It’s been less than 24 hours since news broke that Mel Gibson, with the help of Joe Eszterhas, will be writing a movie about Jewish badass Judah “The Hebrew Hammer” Maccabee. There’s already been an official response, and jokes cracked, but there hasn’t been word from Gibson himself. No longer! The Atlantic’s Jeffery Goldberg, who is writing a book on Judah Maccabee, conducted a long interview with Gibson on the subject a few years ago. While researching his book, Goldberg found out that Gibson was interested in making a movie on Maccabee, and at Christopher Hitchens’s urging went to California to talk to Mel. (Hitchens told Goldberg, with what we imagine to be a Mission: Impossible–style delivery, “You must go to Los Angeles and stop him.”) Though Goldberg’s book still isn’t done, for the public good he is now surfacing parts of the interview. So, why is Mel Gibson making this movie?
Gibson tells Goldberg that he finds the Book of Maccabees, I and II, “ripping good reads.” He elaborated:
“I just read it when I was teenager, and it’s amazing. It’s almost like” — here, he grabbed my digital recorder, held it to his mouth, and spoke in a portentous movie-announcer voice — “They profaned his Temple. They killed his father. They… all kinds of stuff. In the face of great odds for something he believed in” — here he switched out of movie-announcer voice — “Oh, my God, the odds they faced. The armies they faced had elephants! How cinematic is this! Even Judah’s dad — what’s his name? Mattathias? — you kind of get this guy who more or less is trying to avoid the whole thing, but he just gets to a place where had enough, and he just snapped!”
Gibson also mentioned that he didn’t think such a movie would make money, because of production costs — “If you’re looking to make money out of this, forget it. Even Braveheart didn’t make much money.” — and pooh-poohed Hitchens’s critique of Judah Maccabee (the Hitch is not a fan): “I can see where Hitchens is coming from, but he’s pretty puny in his thoughts, because he left out one vital ingredient. And that is that God can do what he damn well pleases! No matter what the Greeks did! And you know, he doesn’t bring that into consideration. I think he thinks that way because he might be an atheist. He’s an atheist, right?”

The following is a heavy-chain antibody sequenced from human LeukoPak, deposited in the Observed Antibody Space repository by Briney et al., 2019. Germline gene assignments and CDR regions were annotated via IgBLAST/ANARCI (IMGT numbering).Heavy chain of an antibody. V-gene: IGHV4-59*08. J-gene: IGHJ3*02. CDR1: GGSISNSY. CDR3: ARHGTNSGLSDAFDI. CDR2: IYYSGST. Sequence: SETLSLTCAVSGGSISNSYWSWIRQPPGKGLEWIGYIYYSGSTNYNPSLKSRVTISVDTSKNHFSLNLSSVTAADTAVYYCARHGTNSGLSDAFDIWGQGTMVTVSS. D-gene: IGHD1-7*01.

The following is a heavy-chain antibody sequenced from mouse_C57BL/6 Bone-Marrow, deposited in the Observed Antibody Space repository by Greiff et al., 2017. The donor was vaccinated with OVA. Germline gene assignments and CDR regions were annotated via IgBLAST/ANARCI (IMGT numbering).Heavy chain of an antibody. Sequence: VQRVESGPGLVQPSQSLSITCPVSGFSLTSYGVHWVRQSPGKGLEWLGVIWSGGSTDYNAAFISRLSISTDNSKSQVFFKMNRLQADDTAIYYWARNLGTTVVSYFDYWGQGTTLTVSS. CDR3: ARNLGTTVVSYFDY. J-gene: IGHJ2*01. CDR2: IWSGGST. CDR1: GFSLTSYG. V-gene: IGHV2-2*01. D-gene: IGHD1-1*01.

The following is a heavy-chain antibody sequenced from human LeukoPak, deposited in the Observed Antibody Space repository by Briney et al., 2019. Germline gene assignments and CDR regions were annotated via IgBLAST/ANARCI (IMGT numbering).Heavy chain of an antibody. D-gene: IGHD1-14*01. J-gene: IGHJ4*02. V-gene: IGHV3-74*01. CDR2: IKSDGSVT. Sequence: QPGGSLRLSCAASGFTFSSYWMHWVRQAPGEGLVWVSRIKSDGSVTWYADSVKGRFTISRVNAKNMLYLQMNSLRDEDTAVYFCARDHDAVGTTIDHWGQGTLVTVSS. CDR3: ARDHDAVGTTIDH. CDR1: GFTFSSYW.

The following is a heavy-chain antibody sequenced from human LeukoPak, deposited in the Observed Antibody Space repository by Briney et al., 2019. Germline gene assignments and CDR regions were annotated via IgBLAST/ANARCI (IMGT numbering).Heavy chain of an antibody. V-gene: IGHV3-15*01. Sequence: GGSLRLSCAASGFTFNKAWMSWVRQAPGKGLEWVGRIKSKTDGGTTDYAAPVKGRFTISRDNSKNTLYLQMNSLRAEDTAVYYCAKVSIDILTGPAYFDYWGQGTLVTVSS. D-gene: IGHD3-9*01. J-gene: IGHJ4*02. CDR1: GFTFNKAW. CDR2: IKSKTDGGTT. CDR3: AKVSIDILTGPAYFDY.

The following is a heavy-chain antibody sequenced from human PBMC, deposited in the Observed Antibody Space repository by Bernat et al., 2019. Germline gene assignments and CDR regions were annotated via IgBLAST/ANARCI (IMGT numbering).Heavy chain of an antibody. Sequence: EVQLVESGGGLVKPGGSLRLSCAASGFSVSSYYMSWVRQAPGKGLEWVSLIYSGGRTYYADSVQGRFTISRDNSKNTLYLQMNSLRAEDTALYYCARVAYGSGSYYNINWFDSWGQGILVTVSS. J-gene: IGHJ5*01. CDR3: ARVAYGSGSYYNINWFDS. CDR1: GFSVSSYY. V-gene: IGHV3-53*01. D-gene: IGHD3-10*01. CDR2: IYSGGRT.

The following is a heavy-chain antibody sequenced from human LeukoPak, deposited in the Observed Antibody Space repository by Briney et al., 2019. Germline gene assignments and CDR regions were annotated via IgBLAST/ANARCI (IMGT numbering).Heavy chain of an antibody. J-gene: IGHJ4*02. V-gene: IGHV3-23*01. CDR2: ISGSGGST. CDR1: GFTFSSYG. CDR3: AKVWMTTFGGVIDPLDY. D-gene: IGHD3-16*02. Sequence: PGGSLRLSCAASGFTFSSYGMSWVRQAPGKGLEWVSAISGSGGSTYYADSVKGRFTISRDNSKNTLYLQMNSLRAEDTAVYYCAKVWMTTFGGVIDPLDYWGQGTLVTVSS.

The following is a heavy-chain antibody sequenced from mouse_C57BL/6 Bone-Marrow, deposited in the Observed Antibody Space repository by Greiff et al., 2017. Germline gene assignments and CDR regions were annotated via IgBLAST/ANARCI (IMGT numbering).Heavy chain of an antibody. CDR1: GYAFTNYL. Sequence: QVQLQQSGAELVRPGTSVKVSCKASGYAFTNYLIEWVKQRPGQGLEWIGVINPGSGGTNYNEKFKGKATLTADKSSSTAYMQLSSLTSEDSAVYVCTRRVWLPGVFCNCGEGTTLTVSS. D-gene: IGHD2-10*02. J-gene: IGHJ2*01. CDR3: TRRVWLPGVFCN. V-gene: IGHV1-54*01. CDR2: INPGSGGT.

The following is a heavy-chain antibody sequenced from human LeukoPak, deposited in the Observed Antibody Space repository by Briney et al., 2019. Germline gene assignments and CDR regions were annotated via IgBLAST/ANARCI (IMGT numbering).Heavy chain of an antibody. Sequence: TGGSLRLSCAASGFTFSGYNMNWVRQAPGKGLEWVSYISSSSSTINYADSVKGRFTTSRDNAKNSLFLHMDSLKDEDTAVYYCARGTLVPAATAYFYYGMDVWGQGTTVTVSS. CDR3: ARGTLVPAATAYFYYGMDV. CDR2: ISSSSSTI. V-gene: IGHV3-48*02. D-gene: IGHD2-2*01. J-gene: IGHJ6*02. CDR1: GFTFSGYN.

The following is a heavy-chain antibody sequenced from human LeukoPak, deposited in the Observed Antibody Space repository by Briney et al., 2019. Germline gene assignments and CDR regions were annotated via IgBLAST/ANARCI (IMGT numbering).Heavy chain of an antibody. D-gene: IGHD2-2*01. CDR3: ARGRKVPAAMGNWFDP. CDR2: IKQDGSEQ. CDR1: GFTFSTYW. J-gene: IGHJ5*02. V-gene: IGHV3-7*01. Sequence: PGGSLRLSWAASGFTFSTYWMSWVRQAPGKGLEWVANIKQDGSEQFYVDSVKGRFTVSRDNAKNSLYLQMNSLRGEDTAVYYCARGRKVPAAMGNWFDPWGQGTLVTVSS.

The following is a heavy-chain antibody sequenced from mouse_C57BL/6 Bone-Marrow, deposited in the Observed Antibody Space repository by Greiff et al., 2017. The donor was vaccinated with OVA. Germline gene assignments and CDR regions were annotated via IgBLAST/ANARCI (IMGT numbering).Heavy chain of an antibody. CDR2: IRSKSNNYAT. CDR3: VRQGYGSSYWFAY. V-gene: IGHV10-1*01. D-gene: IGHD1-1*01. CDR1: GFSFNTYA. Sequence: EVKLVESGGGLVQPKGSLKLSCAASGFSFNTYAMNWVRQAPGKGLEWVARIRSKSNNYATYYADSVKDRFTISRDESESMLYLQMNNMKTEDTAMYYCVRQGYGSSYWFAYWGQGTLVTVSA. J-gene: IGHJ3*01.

And then Goldberg and Gibson also got into a really fun conversation about circumcision, because it turns out that before the Maccabees went to war, many Jews were stretching out their foreskins to look like Greeks, and that forced circumcision was part of their war plan. To wit!
Jeffrey Goldberg: There are some unpleasant aspects to this story, you know. Some crazy stuff went on. Some of the people were so in love with Greek culture that they would uncircumcise themselves… It was a war about circumcision in some ways…. I don’t know how you dramatize that.
MG: You have to mention it, but you wouldn’t want to make it a thing in the movie. “Hold them down!” Jesus…. In this scene, we’ll stay away from the disgusting aspects. We’ll stay on the guy’s face. Aaargghhh!
JG: Well, you did that before. You had them pull out your intestines in Braveheart.
MG: Disemboweled. You know, they castrated William Wallace. First they castrated him, then they dragged him through the streets behind horses…. I softened it a lot. They cut off his dick and his balls and they dragged him through the streets. Then they hung him up and drew and quartered him. He was a real wreck…. I was circumcised. That was more like just a medical procedure. It wasn’t for religious purposes. Cleanliness or something.
JG: Oh, yeah?
MG: Hey, did you know they use foreskins for replacing eyelids?
JG: No they don’t.
MG: Yeah, they do.
JG: Come on, really?
MG: You tend to look a bit cock-eyed, though.
JG: I can’t believe I just walked into that one.
MG: Me either.
Mel Gibson, Ladies and Gs!